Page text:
Crossing the Rubicon: Youth transitions, poverty, drugs and social exclusion

Hdl Handle:
http://hdl.handle.net/10149/97085
Title:
Crossing the Rubicon: Youth transitions, poverty, drugs and social exclusion
Authors:
MacDonald, R. (Robert); Marsh, J. (Jane)
Affiliation:
University of Teesside. School of Social Sciences and Law.; Social Futures Institute. Youth Research Unit.
Citation:
MacDonald, R. and Marsh, J. (2002) 'Crossing the Rubicon: Youth transitions, poverty, drugs and social exclusion', International Journal of Drug Policy, 13 (1), pp.27-38.
Publisher:
Elsevier BV
Journal:
International Journal of Drug Policy
Issue Date:
2002
URI:
http://hdl.handle.net/10149/97085
DOI:
10.1016/S0955-3959(02)00004-X
Abstract:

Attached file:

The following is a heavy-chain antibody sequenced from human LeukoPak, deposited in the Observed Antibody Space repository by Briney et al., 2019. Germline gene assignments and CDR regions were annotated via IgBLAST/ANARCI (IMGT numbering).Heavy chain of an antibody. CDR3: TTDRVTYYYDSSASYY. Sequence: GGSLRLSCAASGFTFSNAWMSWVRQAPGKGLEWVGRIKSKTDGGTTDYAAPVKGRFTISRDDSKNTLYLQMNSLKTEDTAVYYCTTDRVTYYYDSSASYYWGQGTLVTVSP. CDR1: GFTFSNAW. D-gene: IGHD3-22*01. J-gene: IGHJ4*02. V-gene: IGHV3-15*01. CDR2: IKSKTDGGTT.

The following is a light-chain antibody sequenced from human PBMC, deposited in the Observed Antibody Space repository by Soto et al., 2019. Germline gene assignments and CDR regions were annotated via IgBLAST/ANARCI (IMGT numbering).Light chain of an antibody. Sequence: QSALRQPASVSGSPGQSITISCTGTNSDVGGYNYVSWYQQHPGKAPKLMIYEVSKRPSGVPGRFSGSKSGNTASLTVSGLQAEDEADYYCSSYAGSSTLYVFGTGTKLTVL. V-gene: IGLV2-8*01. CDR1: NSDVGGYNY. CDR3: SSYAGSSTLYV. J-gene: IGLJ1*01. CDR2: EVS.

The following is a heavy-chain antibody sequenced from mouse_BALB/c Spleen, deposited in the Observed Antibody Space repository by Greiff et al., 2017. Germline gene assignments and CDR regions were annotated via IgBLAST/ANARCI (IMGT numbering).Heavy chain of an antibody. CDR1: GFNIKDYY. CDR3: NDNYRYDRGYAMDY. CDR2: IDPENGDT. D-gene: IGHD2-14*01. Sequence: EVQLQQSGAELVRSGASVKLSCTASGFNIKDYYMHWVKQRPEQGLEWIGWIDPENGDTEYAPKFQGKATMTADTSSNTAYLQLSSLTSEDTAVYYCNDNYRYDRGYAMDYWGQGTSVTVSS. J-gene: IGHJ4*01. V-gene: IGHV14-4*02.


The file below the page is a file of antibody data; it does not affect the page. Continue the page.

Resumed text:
Descriptions of the 'socially excluded underclass' have listed illicit drug use amongst the plethora of social pathologies said to typify their behaviour. Few studies, however, have explored in detail the impact of drug use on the transitions of 'socially excluded' youth. This paper reports research undertaken between 1999 and 2001 in a severely 'excluded' locale in Northeast England, which had this as an aim. Qualitative interviews with 88 young people, and with professional 'stake-holders' who worked with them, are used to interrogate some current debates within the drugs research literature. Firstly, a three-fold typology of the drug-using behaviour of the sample is used to critique simplistic notions of 'normalisation'. Complete drug abstinence (coupled with wholly anti-drug views) co-existed alongside apparently widespread 'recreational' and 'problematic' drug use. At best, our evidence would support a theory of differentiated normalisation. Secondly, a broad concept of transition, that explores youth experiences holistically and that situates the shifting 'choices' of individual young people in the context of the legitimate and illegal opportunity structures that prevail locally is used to investigate the emergence of careers of 'problematic' drug use. Our evidence supports the conclusions of Parker and colleagues [New Heroin Outbreaks Amongst Young People in England and Wales (1998a)] that normative, cultural barriers between 'recreational' and 'problematic' drug use may be being eroded and that increasing proportions of 'socially excluded' youth are 'crossing the Rubicon' in drug careers that extend to heroin use. The paper concludes by emphasising the value of research that seeks to situate the biographical analysis of drug careers in context (particularly of the opportunities provided by local economies and changing drug markets) and of drugs strategies that seek to tackle the social and economic conditions that give 'poverty drugs' their appeal.